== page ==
Jazz, film, and improvised culture.
Zero Motivation: Clerical War Stories
during times of war, military life offers plenty of absurdity, usually in
direct proportion to one’s proximity to paperwork and bureaucracy. Daffi is the
“Paper & Shredding NCO” of her remote desert military bass. She yearns for
a transfer to Tel Aviv but lacks the talent or ambition to merit such
consideration. Daffi and her best friend Zohar will file and shred as little as
possible, thoroughly frustrating their commanding officer in Talya Lavie’s Zero Motivation (trailer here), which opens this
Wednesday at Film Forum.
Zero is broken up into
a trio of story arcs, but Zohar will play a whole lot of Minesweeper in all
three. As Daffi’s best friend, she always saves her fellow office NCO a seat on
the over-crowded bus into base and scrupulously edits her letters requesting an
undeserved transfer. However, Daffi assumes she is on her way when her
presumptive replacement shows up, but the freshly arrived Tehilia is an
impostor, who has bluffed her way on-base to visit the love-‘em-and-leave-‘em
soldier she considers her boyfriend. After the inevitably disappointing
reunion, Tehilia determines suicide really isn’t painless after all. Yet, her
ghost will apparently play a role in successive story lines.
Zero is constantly shifting all over
the place, veering from low comedy to high tragedy with little warning. You can
never get too comfortable with the film, but that is what makes it rather
distinctive. It is also not exactly clear just what Zero hopes to satirize, since it frequently undercuts its own
implied criticisms. After all, the resentful Zohar and entitled Daffi seem to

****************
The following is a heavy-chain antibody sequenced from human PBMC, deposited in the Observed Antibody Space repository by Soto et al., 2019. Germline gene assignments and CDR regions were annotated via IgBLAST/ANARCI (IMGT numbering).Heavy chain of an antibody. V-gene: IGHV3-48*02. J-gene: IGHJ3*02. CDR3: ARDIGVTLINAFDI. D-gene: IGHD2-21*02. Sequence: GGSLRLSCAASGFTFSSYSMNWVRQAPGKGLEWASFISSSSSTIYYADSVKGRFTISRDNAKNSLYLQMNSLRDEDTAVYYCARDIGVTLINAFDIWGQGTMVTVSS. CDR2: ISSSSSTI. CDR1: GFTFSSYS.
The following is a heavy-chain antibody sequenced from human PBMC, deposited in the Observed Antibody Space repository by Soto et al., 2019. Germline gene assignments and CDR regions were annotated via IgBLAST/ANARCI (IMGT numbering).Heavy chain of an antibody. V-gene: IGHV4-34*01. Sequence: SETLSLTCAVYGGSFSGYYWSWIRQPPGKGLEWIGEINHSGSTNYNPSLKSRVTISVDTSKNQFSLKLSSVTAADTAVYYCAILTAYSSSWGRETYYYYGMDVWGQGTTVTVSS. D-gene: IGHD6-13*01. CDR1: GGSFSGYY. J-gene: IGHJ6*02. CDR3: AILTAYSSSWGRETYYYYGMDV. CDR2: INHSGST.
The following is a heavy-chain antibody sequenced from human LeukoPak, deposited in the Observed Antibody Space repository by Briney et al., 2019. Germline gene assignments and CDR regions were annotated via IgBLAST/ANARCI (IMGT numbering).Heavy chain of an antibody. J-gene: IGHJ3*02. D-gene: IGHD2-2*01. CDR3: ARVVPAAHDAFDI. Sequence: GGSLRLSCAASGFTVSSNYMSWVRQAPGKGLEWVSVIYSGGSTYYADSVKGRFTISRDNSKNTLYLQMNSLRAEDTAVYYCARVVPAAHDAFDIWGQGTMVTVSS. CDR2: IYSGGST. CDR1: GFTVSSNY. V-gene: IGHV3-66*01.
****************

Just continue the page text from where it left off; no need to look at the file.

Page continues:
have found their right level, as has the commanding officer, the painfully
Daffi, Nelly Tagar supplies the film it Private Benjamin-ness. She is kind of
cute, but you would not want to deal with her high maintenance neediness. In contrast,
Dana Ivgy’s Zohar is cut from cloth similar to Alan Arkin’s Yossarian, but
takes a detour through Where the Boys Are
territory in her quest to lose her virginity. As Rama, poor Shani Klein is
stuck with all the clichés of a minor authority figure in the No Time for Sergeants tradition, but
Tamara Klingon nearly steals the picture as Irene, a catty Russian recruit apparently
possessed by Tehilia’s ghost.
frequently depicts human nature in decidedly
dark terms, but its final ironic scene is surprisingly bittersweet and
eloquent. As deliberately erratic as the film is, Lavie still sums up the full
range of experiences that come with compulsory service rather even-handedly. In fact, there are enough nicely turned
moments to recommend Zero Motivation on-balance.
It opens in New York this Wednesday (12/3) at Film Forum.
Labels: Israeli Cinema